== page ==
Brian Kloostra is an Executive at Crowe Chizek and Co. LLC, a top 10 accounting and consulting firm,who specializes in assisting banking clients with their efforts to comply with the most recent AML requirements brought about by the USA PATRIOT Act. Here he talks to FST about the value of taking a risk-based approach top AML compliance.
FST. Recent research shows that many institutions are still unsure of how to respond to the challenges of AML. Why is AML such a difficult topic for financial institutions to get right?
BK. There are really two reasons that AML is challenging for any institution. The first reason is the maturity of the AML regulations themselves. The Bank Secrecy Act (BSA) regulations have been around for decades, but new requirements under the USA PATRIOT Act have only been around for five years. While the latest examination manual from the FFIEC goes a long way toward bringing consistency to examinations, there are still evolving expectations that vary across regulatory agencies and differences in interpretation even among examiners from the same agency. Over time, updates to the guidance and additional commentary from the regulators will make the expectations clearer and give institutions more direction on the specifics needed for their individual situations.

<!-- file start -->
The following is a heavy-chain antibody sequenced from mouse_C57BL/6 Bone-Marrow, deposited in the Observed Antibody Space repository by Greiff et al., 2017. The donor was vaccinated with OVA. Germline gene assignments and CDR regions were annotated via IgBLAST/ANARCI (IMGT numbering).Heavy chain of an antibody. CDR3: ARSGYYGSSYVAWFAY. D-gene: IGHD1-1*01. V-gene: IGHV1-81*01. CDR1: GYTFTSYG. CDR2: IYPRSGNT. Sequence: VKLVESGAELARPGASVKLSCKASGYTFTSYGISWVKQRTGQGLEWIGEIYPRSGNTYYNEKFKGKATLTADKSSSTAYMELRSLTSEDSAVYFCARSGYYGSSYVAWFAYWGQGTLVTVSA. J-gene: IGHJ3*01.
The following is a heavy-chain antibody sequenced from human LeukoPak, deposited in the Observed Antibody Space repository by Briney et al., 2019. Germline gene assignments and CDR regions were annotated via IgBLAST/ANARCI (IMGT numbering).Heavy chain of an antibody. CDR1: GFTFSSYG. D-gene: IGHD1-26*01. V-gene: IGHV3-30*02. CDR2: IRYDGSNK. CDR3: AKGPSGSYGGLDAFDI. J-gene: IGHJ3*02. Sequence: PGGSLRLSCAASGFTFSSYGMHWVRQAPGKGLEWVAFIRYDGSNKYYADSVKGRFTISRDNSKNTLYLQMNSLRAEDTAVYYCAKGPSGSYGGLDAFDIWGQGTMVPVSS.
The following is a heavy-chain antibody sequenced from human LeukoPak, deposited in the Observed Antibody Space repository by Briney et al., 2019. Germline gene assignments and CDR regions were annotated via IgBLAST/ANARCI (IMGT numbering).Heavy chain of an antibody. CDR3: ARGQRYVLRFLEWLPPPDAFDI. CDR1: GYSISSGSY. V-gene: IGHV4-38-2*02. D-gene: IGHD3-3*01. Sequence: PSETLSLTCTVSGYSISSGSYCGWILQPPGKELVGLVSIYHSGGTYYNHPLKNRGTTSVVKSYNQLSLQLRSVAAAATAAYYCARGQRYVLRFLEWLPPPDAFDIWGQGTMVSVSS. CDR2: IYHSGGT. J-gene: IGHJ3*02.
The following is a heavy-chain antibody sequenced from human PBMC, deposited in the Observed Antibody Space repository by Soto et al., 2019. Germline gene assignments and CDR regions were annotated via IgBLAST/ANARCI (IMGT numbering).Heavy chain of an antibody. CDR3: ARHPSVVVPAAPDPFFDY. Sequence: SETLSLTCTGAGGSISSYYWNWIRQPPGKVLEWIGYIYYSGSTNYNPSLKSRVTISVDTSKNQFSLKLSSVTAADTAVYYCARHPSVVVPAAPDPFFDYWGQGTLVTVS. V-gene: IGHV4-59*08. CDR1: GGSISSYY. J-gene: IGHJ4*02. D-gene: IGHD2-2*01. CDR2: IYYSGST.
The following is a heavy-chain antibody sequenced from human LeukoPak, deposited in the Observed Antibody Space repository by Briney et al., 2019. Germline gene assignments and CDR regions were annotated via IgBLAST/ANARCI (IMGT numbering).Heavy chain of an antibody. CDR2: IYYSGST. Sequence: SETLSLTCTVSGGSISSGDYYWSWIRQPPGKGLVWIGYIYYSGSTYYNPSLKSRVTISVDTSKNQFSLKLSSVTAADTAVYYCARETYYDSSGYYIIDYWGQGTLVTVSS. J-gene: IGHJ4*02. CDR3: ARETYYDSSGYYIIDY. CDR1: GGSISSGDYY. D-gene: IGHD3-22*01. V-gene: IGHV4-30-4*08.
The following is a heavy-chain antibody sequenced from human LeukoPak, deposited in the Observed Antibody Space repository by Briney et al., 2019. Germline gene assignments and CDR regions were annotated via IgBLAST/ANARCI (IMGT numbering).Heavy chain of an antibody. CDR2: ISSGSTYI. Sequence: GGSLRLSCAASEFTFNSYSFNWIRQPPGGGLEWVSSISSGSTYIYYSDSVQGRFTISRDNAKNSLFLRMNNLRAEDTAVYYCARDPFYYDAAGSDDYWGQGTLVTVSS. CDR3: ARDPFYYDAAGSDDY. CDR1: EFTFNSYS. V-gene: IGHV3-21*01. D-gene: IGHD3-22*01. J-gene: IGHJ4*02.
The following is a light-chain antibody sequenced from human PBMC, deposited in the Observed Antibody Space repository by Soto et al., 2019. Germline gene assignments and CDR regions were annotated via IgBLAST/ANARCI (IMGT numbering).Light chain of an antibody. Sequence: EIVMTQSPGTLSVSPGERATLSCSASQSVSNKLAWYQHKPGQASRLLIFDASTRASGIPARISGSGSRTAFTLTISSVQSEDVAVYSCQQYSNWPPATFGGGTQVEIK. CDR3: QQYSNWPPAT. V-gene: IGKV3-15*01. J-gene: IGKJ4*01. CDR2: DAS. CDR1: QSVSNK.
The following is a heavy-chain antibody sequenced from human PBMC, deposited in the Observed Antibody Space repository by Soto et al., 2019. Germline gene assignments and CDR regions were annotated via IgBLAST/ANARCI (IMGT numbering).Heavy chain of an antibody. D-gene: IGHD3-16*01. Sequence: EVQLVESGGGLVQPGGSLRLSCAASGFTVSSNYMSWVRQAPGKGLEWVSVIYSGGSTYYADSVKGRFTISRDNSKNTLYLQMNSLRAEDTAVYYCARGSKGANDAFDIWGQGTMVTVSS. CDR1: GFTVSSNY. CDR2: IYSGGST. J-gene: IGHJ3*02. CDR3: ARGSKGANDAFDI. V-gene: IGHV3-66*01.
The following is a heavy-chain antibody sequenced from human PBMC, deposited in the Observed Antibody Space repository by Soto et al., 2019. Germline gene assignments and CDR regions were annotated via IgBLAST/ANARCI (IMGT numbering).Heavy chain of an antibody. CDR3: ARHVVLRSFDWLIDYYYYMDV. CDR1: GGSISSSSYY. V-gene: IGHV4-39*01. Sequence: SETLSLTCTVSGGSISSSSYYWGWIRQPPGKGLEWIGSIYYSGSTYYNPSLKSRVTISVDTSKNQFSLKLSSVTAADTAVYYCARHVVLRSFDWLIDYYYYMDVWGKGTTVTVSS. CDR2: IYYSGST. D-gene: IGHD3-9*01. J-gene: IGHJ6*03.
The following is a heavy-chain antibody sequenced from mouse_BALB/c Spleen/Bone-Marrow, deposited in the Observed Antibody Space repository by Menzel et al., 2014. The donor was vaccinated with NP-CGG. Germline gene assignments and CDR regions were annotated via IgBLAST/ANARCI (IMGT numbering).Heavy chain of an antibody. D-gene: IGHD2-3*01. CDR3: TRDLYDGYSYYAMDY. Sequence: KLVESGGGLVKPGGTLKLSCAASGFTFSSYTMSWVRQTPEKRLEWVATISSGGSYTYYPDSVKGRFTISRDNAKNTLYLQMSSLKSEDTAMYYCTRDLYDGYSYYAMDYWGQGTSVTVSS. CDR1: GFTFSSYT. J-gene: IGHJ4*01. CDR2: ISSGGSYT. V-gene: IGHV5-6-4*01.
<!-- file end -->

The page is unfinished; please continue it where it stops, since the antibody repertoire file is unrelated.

The second reason is that responding to the AML challenges has significant impact on an organization’s operations and technical infrastructure. Prior to the Patriot Act, the BSA was viewed primarily as a compliance requirement that had minimal impact on an institution’s front-office and back-office operations. Until a financial institution recognizes that AML compliance is not just an exercise for the compliance team, and that it requires them to enhance procedures and technology across the enterprise, they will struggle to get it right.
FST. What are the risks of not complying with AML laws such as the BSA and the Patriot Act?
BK. The risks of not complying can be significant. These include fines, reputational damage and enforcement actions. While large civil money penalties have received a significant amount of attention by the news media, a larger issue for institutions is dealing with the implications of enforcement actions that limit an institution’s ability to pursue its business strategy. This may include having to focus significant financial and human resources on non-revenue-generating activities, or if the non-conformance is severe enough, formally limiting an institution’s ability to open branches or acquire new businesses. Ultimately, a financial institution could be forced into being acquired or closing its doors.
FST. Why do you think it is important to take a risk-based approach to AML compliance?
BK. Taking a risk-based approach is the only way that an institution can manage the expense and effort involved. You can’t focus on everything. You can’t afford to treat everyone equally and subject each customer to an identical level of scrutiny. If you don’t take a risk-based approach you have to set an unrealistic bar that requires each customer to be looked at the same way, with the same amount of monitoring and due diligence.